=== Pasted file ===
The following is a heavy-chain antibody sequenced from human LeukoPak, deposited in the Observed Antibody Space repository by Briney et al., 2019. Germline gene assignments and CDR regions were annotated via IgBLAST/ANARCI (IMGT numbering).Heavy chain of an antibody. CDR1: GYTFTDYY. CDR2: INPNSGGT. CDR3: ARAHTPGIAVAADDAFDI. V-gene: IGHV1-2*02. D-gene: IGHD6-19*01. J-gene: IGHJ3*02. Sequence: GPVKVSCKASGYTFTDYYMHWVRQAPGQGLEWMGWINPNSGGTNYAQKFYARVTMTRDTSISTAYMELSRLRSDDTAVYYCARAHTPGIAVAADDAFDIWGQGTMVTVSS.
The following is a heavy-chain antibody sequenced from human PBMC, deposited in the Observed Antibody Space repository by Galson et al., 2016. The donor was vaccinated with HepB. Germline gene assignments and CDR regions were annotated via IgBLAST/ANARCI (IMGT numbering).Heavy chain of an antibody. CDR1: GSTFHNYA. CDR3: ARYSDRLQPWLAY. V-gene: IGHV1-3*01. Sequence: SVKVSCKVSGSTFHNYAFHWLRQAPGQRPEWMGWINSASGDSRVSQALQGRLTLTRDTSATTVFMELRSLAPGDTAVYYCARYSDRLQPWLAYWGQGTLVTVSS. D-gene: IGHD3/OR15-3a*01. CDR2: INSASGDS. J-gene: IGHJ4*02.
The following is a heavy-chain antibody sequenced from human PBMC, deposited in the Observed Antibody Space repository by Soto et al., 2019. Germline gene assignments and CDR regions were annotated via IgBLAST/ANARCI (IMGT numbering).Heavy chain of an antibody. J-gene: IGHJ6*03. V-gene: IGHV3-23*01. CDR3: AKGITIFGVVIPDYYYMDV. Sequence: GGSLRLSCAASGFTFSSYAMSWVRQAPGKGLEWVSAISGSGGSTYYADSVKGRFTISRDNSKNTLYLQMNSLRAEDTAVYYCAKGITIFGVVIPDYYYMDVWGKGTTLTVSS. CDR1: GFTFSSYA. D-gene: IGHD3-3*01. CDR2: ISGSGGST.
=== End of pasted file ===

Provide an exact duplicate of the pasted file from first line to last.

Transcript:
The following is a heavy-chain antibody sequenced from human LeukoPak, deposited in the Observed Antibody Space repository by Briney et al., 2019. Germline gene assignments and CDR regions were annotated via IgBLAST/ANARCI (IMGT numbering).Heavy chain of an antibody. CDR1: GYTFTDYY. CDR2: INPNSGGT. CDR3: ARAHTPGIAVAADDAFDI. V-gene: IGHV1-2*02. D-gene: IGHD6-19*01. J-gene: IGHJ3*02. Sequence: GPVKVSCKASGYTFTDYYMHWVRQAPGQGLEWMGWINPNSGGTNYAQKFYARVTMTRDTSISTAYMELSRLRSDDTAVYYCARAHTPGIAVAADDAFDIWGQGTMVTVSS.
The following is a heavy-chain antibody sequenced from human PBMC, deposited in the Observed Antibody Space repository by Galson et al., 2016. The donor was vaccinated with HepB. Germline gene assignments and CDR regions were annotated via IgBLAST/ANARCI (IMGT numbering).Heavy chain of an antibody. CDR1: GSTFHNYA. CDR3: ARYSDRLQPWLAY. V-gene: IGHV1-3*01. Sequence: SVKVSCKVSGSTFHNYAFHWLRQAPGQRPEWMGWINSASGDSRVSQALQGRLTLTRDTSATTVFMELRSLAPGDTAVYYCARYSDRLQPWLAYWGQGTLVTVSS. D-gene: IGHD3/OR15-3a*01. CDR2: INSASGDS. J-gene: IGHJ4*02.
The following is a heavy-chain antibody sequenced from human PBMC, deposited in the Observed Antibody Space repository by Soto et al., 2019. Germline gene assignments and CDR regions were annotated via IgBLAST/ANARCI (IMGT numbering).Heavy chain of an antibody. J-gene: IGHJ6*03. V-gene: IGHV3-23*01. CDR3: AKGITIFGVVIPDYYYMDV. Sequence: GGSLRLSCAASGFTFSSYAMSWVRQAPGKGLEWVSAISGSGGSTYYADSVKGRFTISRDNSKNTLYLQMNSLRAEDTAVYYCAKGITIFGVVIPDYYYMDVWGKGTTLTVSS. CDR1: GFTFSSYA. D-gene: IGHD3-3*01. CDR2: ISGSGGST.